8. The Panel noted that there had been no formal response from the Registrant in relation to this application. The Panel asked itself whether, if the amendment was allowed, it would result in prejudice to the Registrant; and whether she had been given a proper opportunity to prepare her defence to the Allegation as amended. The Panel decided to allow these amendments as it could not see any discernible prejudice to the Registrant given that: significant notice of the intention to amend had been given; she had made no objections to them; none of the proposed amendments materially affected the nature of the Allegation; and that the proposed amendments arguably sought to better reflect the evidence relied upon by the HCPC.

Application to hear evidence by video-link

9. On 8 January 2019, the second day of the hearing, Mr Dite made an application that the witness SM be allowed to give her evidence by way of video-link.  The witness had been due to attend the hearing and give her evidence in person on the first day of the hearing but had had advised Mr Dite that she was unwell and was intending to see her GP later that day.  Mr Dite produced a copy of a prescription that had been issued to SM on 7 January 2019.  Mr Dite indicated that the witness was able to attend the same video-conferencing centre from which Person 2 was due to give her evidence, as this was near to her home.  He therefore maintained that SM was unable to attend the hearing in London because of her illness and consequently that it would be appropriate for her to give her evidence by video-link, and the Panel would still be able to see her and assess her demeanour whilst she gave her evidence.

10. The Panel took account of the Legal Assessor’s advice which was that, whilst SM strictly speaking did not fall into any of the Special Measures categories set out in Rule 10A, of HCPC Procedure Rules nonetheless there was abundant legal precedent which allowed a Panel to accept evidence by video-link if there was good reason to do so.

11. The Panel decided to allow the application.  It noted that: SM had initially agreed to attend the hearing in person to give her testimony; she had provided some evidence (in the form of a prescription) of her illness; and that she was willing to make the shorter journey to the video-conferencing centre where the Panel would be able to see her whilst she gave her evidence.  The Panel saw no reason not to accept that SM was ill (and her subsequent attendance by video-link confirmed that she appeared to be unwell) and therefore would struggle to make the journey to London.  The Panel therefore concluded that requiring her to attend the hearing in person could adversely affect the quality of her evidence and therefore that there was a good reason to allow her to give her evidence by the alternative method proposed.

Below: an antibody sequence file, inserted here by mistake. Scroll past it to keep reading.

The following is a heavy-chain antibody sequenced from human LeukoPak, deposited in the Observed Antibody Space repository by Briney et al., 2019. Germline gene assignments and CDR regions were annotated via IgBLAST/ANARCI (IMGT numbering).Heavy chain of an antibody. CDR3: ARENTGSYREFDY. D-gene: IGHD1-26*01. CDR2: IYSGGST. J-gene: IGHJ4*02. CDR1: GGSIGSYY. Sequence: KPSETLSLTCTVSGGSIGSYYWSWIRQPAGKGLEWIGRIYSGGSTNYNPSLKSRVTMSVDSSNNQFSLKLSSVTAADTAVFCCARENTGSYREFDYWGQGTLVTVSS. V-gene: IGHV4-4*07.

Background

12. The Registrant is a registered social worker who, during the time in question, was employed by Southend on Sea Council (“the Council”) within the Child Protection and Support Team.  She had started working at the Council as a Family Support Worker in 2005 and had qualified as a Social Worker in December 2012.  She was subsequently employed as a Social Worker from February 2013. On 22 June 2016 the Registrant became a Senior Practitioner.  SM became the Team Manager of the Child Protection and Support Team in June 2016 and was the Registrant’s line manager from that point onwards.

13. SM had been the allocated social worker for Child A, but by April 2016 the Registrant had been appointed as the allocated social worker for the case due to SM’s other commitments.  The Council had previously initiated Care Proceedings in respect of Child A because of the mother’s inability to provide appropriate care.  Late into the proceedings Child A’s grandfather, Service User A, stepped in and offered to be the carer of Child A.  Consequently, a Special Guardianship Assessment, which is an in-depth assessment of his suitability to become the carer of Child A, had to be completed.  The Registrant carried out this assessment in or around April to May 2016 and ultimately recommended Service User A as suitable to become the Special Guardian of Child A.

14. Person 1 was a friend of the Registrant who was not a social worker and did not work for the Council.  On 30 May 2016 at 21.39 the Registrant sent Person 1 a Whatsapp message disclosing that she had embarked upon a sexual relationship with Service User A.  The message stated: “Ive been very naughty. No one knows.  I was asked to assess a grandad to have his grandaughter. It was a [foregone] conclusion…But I had to meet up with him quite a bit and he started flirting.  I kept knocking him back.  The assessments all gone thru and hes going to have her.  But he then started coming on strong.  Anyway the flirting got out of hand and…well stupidly we did.  I know [I] know!  But its happened and we both like the naughtiness of it.  Its just sex…I know about and have met his girlfriend…Bitch aren’t I.  But we click lol.  Its so bad I know”.